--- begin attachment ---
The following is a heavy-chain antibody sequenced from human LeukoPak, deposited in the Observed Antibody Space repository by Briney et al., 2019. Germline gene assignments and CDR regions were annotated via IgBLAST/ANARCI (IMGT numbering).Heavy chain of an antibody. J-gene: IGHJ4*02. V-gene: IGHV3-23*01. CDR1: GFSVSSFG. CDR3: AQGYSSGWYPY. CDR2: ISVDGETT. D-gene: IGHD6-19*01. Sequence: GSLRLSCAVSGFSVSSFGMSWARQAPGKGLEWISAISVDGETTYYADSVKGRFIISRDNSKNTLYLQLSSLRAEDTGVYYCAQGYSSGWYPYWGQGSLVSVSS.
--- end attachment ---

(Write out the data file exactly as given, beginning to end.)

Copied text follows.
The following is a heavy-chain antibody sequenced from human LeukoPak, deposited in the Observed Antibody Space repository by Briney et al., 2019. Germline gene assignments and CDR regions were annotated via IgBLAST/ANARCI (IMGT numbering).Heavy chain of an antibody. J-gene: IGHJ4*02. V-gene: IGHV3-23*01. CDR1: GFSVSSFG. CDR3: AQGYSSGWYPY. CDR2: ISVDGETT. D-gene: IGHD6-19*01. Sequence: GSLRLSCAVSGFSVSSFGMSWARQAPGKGLEWISAISVDGETTYYADSVKGRFIISRDNSKNTLYLQLSSLRAEDTGVYYCAQGYSSGWYPYWGQGSLVSVSS.